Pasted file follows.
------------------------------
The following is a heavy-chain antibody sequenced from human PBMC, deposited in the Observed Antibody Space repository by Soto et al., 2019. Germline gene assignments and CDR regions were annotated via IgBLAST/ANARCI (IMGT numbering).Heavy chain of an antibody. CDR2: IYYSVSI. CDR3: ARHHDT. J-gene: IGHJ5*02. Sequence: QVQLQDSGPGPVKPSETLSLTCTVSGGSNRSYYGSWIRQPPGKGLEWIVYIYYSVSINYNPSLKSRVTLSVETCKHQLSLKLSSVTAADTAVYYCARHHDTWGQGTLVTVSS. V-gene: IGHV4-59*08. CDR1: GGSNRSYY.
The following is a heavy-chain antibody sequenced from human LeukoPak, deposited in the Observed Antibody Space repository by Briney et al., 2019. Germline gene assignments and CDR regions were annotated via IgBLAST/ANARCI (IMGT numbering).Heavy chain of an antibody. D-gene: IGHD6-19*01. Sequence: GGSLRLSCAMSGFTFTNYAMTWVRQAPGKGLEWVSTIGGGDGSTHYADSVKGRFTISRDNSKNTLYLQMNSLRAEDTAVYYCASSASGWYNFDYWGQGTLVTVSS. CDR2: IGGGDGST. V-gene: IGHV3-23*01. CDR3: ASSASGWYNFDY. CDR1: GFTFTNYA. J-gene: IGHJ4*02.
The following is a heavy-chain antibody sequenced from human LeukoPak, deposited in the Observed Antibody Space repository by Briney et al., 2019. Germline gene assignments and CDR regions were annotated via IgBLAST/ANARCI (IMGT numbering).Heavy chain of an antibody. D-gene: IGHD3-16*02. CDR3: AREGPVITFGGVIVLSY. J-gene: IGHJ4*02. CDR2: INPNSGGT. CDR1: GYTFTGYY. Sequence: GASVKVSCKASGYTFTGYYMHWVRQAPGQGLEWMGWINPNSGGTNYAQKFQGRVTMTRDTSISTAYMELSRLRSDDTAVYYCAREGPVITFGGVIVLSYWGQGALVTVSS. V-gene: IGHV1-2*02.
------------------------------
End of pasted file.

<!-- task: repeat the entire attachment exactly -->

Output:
The following is a heavy-chain antibody sequenced from human PBMC, deposited in the Observed Antibody Space repository by Soto et al., 2019. Germline gene assignments and CDR regions were annotated via IgBLAST/ANARCI (IMGT numbering).Heavy chain of an antibody. CDR2: IYYSVSI. CDR3: ARHHDT. J-gene: IGHJ5*02. Sequence: QVQLQDSGPGPVKPSETLSLTCTVSGGSNRSYYGSWIRQPPGKGLEWIVYIYYSVSINYNPSLKSRVTLSVETCKHQLSLKLSSVTAADTAVYYCARHHDTWGQGTLVTVSS. V-gene: IGHV4-59*08. CDR1: GGSNRSYY.
The following is a heavy-chain antibody sequenced from human LeukoPak, deposited in the Observed Antibody Space repository by Briney et al., 2019. Germline gene assignments and CDR regions were annotated via IgBLAST/ANARCI (IMGT numbering).Heavy chain of an antibody. D-gene: IGHD6-19*01. Sequence: GGSLRLSCAMSGFTFTNYAMTWVRQAPGKGLEWVSTIGGGDGSTHYADSVKGRFTISRDNSKNTLYLQMNSLRAEDTAVYYCASSASGWYNFDYWGQGTLVTVSS. CDR2: IGGGDGST. V-gene: IGHV3-23*01. CDR3: ASSASGWYNFDY. CDR1: GFTFTNYA. J-gene: IGHJ4*02.
The following is a heavy-chain antibody sequenced from human LeukoPak, deposited in the Observed Antibody Space repository by Briney et al., 2019. Germline gene assignments and CDR regions were annotated via IgBLAST/ANARCI (IMGT numbering).Heavy chain of an antibody. D-gene: IGHD3-16*02. CDR3: AREGPVITFGGVIVLSY. J-gene: IGHJ4*02. CDR2: INPNSGGT. CDR1: GYTFTGYY. Sequence: GASVKVSCKASGYTFTGYYMHWVRQAPGQGLEWMGWINPNSGGTNYAQKFQGRVTMTRDTSISTAYMELSRLRSDDTAVYYCAREGPVITFGGVIVLSYWGQGALVTVSS. V-gene: IGHV1-2*02.